My daughter is a student-athlete at the moment. She even enrolled in a recruitment platform and seems to be motivated to pursue to play soccer in college. She complains that training is a lot of work and academics also involve a lot of time. She struggles with her balance. How can I support her?
Whenever I think about student athletes I’m reminded of Bob Thaves’ cartoon about the dancing duo Ginger Rogers and Fred Astaire: “Ginger Rogers did everything he did…backwards and in high heels.”
A student-athlete does everything a student does, but with a jam-packed practice and game schedule and many hours of physical exertion. At the college level, depending on the sport, add some crazy early wake-up times, post-game physical therapy or ice baths, weight training, team dinners and meetings, and national travel (with time zone changes!). I need a nap just thinking about it.
At the same time, student-athletes are often physically and socially in much better shape, pay better attention to nutrition and sleep, and carry with them a sense of belonging and team spirit that goes a long way towards supporting great academic work. And daily immersion in sweaty endorphins can dilute the stress hormones that saturate most students.
The struggle for balance is perpetual, so the first step is to normalize that for your daughter.
Let her know she’s not doing anything wrong as she continuously abandons at least one important priority in service of a competing important priority. A lot of ambitious students feel stressed by the practical decisions of letting things go and being “behind” with the intention of catching up later. But if they can let go of the stress, usually fueled by anxiety that they’re not doing it right if they’re not doing it all right on schedule, they’ll get more done and feel better about it.
In fact it’s even better to look at an entire semester as a flexible set of deadlines with a single finish line. Some things within that semester may need to be delayed while others take precedence. But as long as she reaches the finish line with most of the work complete, she's good.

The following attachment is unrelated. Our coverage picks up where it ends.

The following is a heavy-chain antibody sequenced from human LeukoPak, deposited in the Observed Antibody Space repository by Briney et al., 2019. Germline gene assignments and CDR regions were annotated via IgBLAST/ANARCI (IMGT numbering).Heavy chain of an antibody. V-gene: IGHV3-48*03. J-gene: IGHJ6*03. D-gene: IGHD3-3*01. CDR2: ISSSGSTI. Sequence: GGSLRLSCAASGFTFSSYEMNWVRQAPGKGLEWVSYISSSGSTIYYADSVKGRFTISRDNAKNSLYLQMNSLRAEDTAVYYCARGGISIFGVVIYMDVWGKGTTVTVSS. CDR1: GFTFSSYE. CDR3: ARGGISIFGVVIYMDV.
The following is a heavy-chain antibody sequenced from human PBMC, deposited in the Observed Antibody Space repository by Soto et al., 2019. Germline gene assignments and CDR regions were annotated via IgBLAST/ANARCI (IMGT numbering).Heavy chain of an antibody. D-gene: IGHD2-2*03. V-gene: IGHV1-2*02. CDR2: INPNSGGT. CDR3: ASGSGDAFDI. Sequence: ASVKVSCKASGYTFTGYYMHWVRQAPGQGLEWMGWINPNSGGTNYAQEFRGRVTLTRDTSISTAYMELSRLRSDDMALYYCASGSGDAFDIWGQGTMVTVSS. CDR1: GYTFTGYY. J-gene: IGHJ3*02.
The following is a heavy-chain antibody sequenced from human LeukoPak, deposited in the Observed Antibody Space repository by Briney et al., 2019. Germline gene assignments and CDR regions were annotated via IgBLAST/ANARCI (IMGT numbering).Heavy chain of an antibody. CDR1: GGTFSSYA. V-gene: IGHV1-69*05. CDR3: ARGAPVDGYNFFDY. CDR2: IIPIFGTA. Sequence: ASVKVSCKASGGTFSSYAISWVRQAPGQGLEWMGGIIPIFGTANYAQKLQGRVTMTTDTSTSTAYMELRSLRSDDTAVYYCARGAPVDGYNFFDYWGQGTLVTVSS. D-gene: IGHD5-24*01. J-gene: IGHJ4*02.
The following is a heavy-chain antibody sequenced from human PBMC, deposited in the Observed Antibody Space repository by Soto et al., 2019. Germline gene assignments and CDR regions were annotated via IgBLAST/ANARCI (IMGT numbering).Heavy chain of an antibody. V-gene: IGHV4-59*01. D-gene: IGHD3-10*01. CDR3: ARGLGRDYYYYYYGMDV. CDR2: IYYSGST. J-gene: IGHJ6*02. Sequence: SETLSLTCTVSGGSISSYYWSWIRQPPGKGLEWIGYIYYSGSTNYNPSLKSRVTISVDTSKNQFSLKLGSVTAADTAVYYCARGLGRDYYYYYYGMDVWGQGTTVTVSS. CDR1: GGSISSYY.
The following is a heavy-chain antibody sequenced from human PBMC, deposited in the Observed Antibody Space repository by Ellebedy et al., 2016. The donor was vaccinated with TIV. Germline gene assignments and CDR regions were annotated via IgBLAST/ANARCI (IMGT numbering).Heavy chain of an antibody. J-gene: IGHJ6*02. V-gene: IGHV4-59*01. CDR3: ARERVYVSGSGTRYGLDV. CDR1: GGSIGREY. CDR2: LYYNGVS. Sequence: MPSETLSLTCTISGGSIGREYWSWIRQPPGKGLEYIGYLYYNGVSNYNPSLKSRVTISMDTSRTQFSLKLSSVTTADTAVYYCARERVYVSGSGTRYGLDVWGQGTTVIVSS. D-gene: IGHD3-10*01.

Next, help her look at efficiencies.
There are a number of efficiencies that I always recommend to student-athletes, so it would be worthwhile to encourage your daughter to examine her methods and see where she might be spending more time than she needs to on academics.
There may be a deeper question here that you can leave room for if you begin to sense that she is moving forward with her sport with less joy and more sense of obligation. If the net result of playing soccer is one of satisfaction and replenishment, it will remain a positive part of her experience. The visceral delight in playing well can balance a frustrating assignment. But if that balance begins to tip — either the challenges of academics or soccer begin to predominate the satisfaction of either one — it’s time to talk about where to cut back. It helps to approach academics and athletics agnostically, that is without a pre-judgment as to which one has greater value to your daughter.
If you lean towards prioritizing academics but she’s all about soccer, you will be in conflict. If you lean towards soccer but she's focused on academics, you will be in conflict. Not leaning either way will help her navigate her decisions knowing you support her no matter what.
 An incredibly wise man who was the dean of a prominent law school and also the former president of a major university once told me that his expectation of good work is completing 80%. The other 20% comes in time.